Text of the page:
A screenshot of UX design examples from Twitch showing the detached video on a mobile
An example of a detached video option from Twitch.

5. Revolut makes the user the UX designer of its app with its customization options

Letting users adjust a product’s interface or functionality to suit their needs and preferences is a good UX design example of customization.

Adding this to your product helps to increase user engagement and satisfaction, as the user can become their own UX designer and create an app tailored to them.

Revolut shows off this good UX design example by allowing users to choose different widgets on the home page to show information that is important to them.

A screenshot of UX design examples that show Revolut's customisable home screen
Revolut’s customizable widgets.
A screenshot of UX design examples from Revolut showing the different widget that you can choose
Options to add widgets in Revolut.

6. Twitter’s accessibility in product UX

Accessibility in UX design is creating a user interface that people with various abilities, including those with disabilities, can use.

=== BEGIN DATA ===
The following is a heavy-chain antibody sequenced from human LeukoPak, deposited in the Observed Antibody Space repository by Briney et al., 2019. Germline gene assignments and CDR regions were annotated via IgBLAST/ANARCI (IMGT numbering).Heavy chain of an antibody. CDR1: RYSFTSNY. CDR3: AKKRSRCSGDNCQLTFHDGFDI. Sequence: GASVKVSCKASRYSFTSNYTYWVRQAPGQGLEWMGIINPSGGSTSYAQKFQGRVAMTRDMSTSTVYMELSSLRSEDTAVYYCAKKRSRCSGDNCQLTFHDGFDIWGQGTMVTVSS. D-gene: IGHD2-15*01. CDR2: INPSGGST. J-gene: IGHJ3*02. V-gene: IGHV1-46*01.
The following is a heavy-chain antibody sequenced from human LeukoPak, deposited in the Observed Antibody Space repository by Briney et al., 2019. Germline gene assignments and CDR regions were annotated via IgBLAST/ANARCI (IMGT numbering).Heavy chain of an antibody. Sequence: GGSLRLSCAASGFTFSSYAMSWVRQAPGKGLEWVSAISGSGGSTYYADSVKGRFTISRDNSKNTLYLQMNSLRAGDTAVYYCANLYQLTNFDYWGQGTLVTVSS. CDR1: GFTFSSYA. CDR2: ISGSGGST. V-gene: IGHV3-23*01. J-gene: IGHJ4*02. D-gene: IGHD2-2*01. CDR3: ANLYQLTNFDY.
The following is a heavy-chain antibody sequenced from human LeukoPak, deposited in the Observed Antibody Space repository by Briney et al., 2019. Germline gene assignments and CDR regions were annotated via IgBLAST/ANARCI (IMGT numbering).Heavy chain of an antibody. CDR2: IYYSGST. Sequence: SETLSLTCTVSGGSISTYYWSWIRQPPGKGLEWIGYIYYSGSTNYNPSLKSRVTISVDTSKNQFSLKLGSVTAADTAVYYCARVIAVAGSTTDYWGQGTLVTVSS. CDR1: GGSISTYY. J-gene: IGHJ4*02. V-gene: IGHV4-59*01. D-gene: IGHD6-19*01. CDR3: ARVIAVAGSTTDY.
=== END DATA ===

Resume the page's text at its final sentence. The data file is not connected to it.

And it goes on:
Creating inclusive interfaces means that more people can get value from your product, making it easy for all users to use.

Twitter gives the user control of important accessibility settings to improve the user experience, such as VoiceOver functionality and color contract options.

A screenshot of Twitter's accessibility options
Twitter’s accessibility options.

7. Glovo’s great navigation

Great navigation is where a user can move through your product easily and intuitively to find the information or perform an action.

Excellent navigation means a user can move through your product without confusion or frustration, achieving the value your product offers.

Glovo, a popular food delivery app, makes its navigation simple and clear to use. It combines images and text to help make the options clearer, speeding up the entire app experience.

A screenshot of Glovo's showing off the many different great navigation choices
Glovo’s great navigation design.


After reading this article, you should have plenty of inspiration for UX design to take in your product to improve your customer experience and encourage users to stay around for longer.

If you want help to create a better UX experience with your product, Userpilot can help. You can build in-app experiences to guide users and use segmentation to provide each user with a personalized product experience. Book a demo call with our team and get started.



Userpilot Team

Userpilot is a Product Growth Platform designed to help product teams improve product metrics through in-app experiences without code. Check out userpilot.com